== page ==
In mechanically ventilated patients, assisted mechanical ventilation (MV) is employed early, following the acute phase of critical illness, in order to eliminate the detrimental effects of controlled MV, most notably the development of ventilator-induced diaphragmatic dysfunction. Nevertheless, the benefits of assisted MV are often counteracted by the development of patient-ventilator dyssynchrony. Patient-ventilator dyssynchrony occurs when either the initiation and/or termination of mechanical breath is not in time agreement with the initiation and termination of neural inspiration, respectively, or if the magnitude of mechanical assist does not respond to the patient’s respiratory demand. As patient-ventilator dyssynchrony has been associated with several adverse effects and can adversely influence patient outcome, every effort should be made to recognize and correct this occurrence at bedside. To detect patient-ventilator dyssynchronies, the physician should assess patient comfort and carefully inspect the pressure- and flow-time waveforms, available on the ventilator screen of all modern ventilators. Modern ventilators offer several modifiable settings to improve patient-ventilator interaction. New proportional modes of ventilation are also very helpful in improving patient-ventilator interaction.

Citations

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  • Effects of Neurally Adjusted Ventilation Assist (NAVA) and conventional modes of mechanical ventilation on diaphragm functions: A randomized controlled trial
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    Heart & Lung.2022; 53: 36.     CrossRef
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Basic science and research
The Role of Oliguria and the Absence of Fluid Administration and Balance Information in Illness Severity Scores
Neil J. Glassford, Rinaldo Bellomo
Korean J Crit Care Med. 2017;32(2):106-123.   Published online May 31, 2017
DOI: https://doi.org/10.4266/kjccm.2017.00192
  • 10,952 View
  • 288 Download
  • 4 Citations
AbstractAbstract PDF
Urinary examination has formed part of patient assessment since the earliest days of medicine. Current definitions of oliguria are essentially arbitrary, but duration and intensity of oliguria have been associated with an increased risk of mortality, and this risk is not completely attributable to the development of concomitant acute kidney injury (AKI) as defined by changes in serum creatinine concentration. The increased risk of death associated with the development of AKI itself may be modified by directly or indirectly by progressive fluid accumulation, due to reduced elimination and increased fluid administration. None of the currently extant major illness severity scoring systems or outcome prediction models use modern definitions of AKI or oliguria, or any values representative of fluid volumes variables. Even if a direct relationship with mortality is not observed, then it is possible that fluid balance or fluid volume variables mediate the relationship between illness severity and mortality in the renal and respiratory physiological domains. Fluid administration and fluid balance may then be an important, easily modifiable therapeutic target for future investigation. These relationships require exploration in large datasets before being prospectively validated in groups of critically ill patients from differing jurisdictions to improve prognostication and mortality prediction.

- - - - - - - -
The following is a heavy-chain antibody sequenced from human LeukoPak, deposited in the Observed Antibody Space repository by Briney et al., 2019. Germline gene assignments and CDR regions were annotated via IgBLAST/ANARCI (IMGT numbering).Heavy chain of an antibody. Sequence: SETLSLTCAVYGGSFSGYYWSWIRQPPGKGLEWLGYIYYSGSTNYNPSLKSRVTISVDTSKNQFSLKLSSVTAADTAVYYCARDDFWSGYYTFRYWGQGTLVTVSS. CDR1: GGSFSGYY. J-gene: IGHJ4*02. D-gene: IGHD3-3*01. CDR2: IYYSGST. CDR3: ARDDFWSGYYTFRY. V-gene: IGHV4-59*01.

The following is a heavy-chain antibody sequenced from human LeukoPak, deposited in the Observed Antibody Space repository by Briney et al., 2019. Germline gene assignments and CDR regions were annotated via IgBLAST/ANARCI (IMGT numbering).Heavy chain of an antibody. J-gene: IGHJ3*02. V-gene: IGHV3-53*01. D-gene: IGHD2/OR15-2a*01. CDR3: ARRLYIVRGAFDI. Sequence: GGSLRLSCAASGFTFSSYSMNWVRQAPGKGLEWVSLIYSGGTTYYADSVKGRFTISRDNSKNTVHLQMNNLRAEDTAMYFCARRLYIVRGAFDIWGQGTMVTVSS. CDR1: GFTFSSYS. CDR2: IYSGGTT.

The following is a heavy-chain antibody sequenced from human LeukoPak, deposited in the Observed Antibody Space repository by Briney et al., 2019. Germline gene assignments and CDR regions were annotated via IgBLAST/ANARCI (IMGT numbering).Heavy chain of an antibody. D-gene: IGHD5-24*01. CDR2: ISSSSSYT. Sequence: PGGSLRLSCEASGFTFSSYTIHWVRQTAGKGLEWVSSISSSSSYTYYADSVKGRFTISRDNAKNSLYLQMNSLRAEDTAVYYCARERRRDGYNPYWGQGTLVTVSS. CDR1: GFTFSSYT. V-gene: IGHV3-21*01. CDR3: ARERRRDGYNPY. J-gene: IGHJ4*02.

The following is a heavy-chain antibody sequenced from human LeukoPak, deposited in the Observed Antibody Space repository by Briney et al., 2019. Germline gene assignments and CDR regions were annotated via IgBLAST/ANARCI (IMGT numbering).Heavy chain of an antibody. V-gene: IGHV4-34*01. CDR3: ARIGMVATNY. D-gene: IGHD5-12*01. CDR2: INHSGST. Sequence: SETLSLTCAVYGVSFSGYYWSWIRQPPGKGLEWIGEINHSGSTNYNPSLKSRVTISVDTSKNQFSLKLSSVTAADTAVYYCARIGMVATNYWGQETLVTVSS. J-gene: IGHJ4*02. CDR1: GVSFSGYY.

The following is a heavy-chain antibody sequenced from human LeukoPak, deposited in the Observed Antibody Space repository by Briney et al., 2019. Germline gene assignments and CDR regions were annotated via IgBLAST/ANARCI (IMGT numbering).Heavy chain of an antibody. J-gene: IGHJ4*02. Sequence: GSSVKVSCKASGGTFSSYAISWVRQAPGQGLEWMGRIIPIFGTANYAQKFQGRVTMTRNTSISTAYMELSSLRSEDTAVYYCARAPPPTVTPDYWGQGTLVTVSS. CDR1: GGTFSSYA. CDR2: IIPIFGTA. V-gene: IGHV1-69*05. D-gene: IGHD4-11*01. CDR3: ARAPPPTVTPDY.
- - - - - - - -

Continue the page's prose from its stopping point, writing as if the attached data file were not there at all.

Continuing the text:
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  • Management of oliguria
    Marlies Ostermann, Andrew D. Shaw, Michael Joannidis
    Intensive Care Medicine.2023; 49(1): 103.     CrossRef
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    Shao-Yu Yang, Terry Ting-Yu Chiou, Chih-Chung Shiao, Hugo You-Hsien Lin, Ming-Jen Chan, Che-Hsiung Wu, Chiao-Yin Sun, Wei-Jie Wang, Yen-Ta Huang, Vin-Cent Wu, Yung-Chang Chen, Ji-Tsung Fang, Shang-Jyh Hwang, Heng-Chih Pan
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    Neil G. Docherty, Christian Delles, Patrick D’Haese, Anita T. Layton, Carlos Martínez-Salgado, Benjamin A. Vervaet, Francisco J. López-Hernández
    Ageing Research Reviews.2021; 70: 101408.     CrossRef
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    Neil J. Glassford, Rinaldo Bellomo
    Critical Care Clinics.2018; 34(2): 279.     CrossRef
Status Epilepticus and Beyond: A Clinical Review of Status Epilepticus and an Update on Current Management Strategies in Super-refractory Status Epilepticus